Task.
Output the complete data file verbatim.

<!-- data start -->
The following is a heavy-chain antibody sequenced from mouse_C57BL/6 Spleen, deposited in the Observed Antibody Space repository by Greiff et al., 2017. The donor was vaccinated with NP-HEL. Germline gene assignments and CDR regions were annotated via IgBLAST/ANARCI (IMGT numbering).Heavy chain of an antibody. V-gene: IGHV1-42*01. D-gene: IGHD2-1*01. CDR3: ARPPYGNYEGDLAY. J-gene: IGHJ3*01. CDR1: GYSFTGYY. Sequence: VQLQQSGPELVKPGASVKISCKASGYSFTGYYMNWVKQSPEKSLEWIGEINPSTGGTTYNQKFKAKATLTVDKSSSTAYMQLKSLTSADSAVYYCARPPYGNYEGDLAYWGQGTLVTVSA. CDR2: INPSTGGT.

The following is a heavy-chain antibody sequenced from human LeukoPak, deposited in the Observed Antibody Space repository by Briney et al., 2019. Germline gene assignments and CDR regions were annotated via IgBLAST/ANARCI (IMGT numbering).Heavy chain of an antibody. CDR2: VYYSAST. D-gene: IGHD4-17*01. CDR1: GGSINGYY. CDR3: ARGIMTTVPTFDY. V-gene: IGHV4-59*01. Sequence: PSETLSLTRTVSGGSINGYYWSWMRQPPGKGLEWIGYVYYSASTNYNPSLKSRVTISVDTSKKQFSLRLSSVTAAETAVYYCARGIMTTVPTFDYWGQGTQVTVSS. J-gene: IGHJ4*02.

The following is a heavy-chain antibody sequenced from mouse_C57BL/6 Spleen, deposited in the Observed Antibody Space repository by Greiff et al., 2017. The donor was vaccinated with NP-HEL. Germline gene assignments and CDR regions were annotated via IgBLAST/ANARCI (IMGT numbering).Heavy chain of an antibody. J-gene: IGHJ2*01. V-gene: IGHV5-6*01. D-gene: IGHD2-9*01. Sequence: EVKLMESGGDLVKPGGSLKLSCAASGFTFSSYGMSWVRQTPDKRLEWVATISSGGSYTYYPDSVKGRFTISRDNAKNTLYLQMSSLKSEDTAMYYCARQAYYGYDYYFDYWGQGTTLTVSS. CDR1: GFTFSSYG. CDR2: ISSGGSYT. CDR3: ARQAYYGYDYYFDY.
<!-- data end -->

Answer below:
The following is a heavy-chain antibody sequenced from mouse_C57BL/6 Spleen, deposited in the Observed Antibody Space repository by Greiff et al., 2017. The donor was vaccinated with NP-HEL. Germline gene assignments and CDR regions were annotated via IgBLAST/ANARCI (IMGT numbering).Heavy chain of an antibody. V-gene: IGHV1-42*01. D-gene: IGHD2-1*01. CDR3: ARPPYGNYEGDLAY. J-gene: IGHJ3*01. CDR1: GYSFTGYY. Sequence: VQLQQSGPELVKPGASVKISCKASGYSFTGYYMNWVKQSPEKSLEWIGEINPSTGGTTYNQKFKAKATLTVDKSSSTAYMQLKSLTSADSAVYYCARPPYGNYEGDLAYWGQGTLVTVSA. CDR2: INPSTGGT.

The following is a heavy-chain antibody sequenced from human LeukoPak, deposited in the Observed Antibody Space repository by Briney et al., 2019. Germline gene assignments and CDR regions were annotated via IgBLAST/ANARCI (IMGT numbering).Heavy chain of an antibody. CDR2: VYYSAST. D-gene: IGHD4-17*01. CDR1: GGSINGYY. CDR3: ARGIMTTVPTFDY. V-gene: IGHV4-59*01. Sequence: PSETLSLTRTVSGGSINGYYWSWMRQPPGKGLEWIGYVYYSASTNYNPSLKSRVTISVDTSKKQFSLRLSSVTAAETAVYYCARGIMTTVPTFDYWGQGTQVTVSS. J-gene: IGHJ4*02.

The following is a heavy-chain antibody sequenced from mouse_C57BL/6 Spleen, deposited in the Observed Antibody Space repository by Greiff et al., 2017. The donor was vaccinated with NP-HEL. Germline gene assignments and CDR regions were annotated via IgBLAST/ANARCI (IMGT numbering).Heavy chain of an antibody. J-gene: IGHJ2*01. V-gene: IGHV5-6*01. D-gene: IGHD2-9*01. Sequence: EVKLMESGGDLVKPGGSLKLSCAASGFTFSSYGMSWVRQTPDKRLEWVATISSGGSYTYYPDSVKGRFTISRDNAKNTLYLQMSSLKSEDTAMYYCARQAYYGYDYYFDYWGQGTTLTVSS. CDR1: GFTFSSYG. CDR2: ISSGGSYT. CDR3: ARQAYYGYDYYFDY.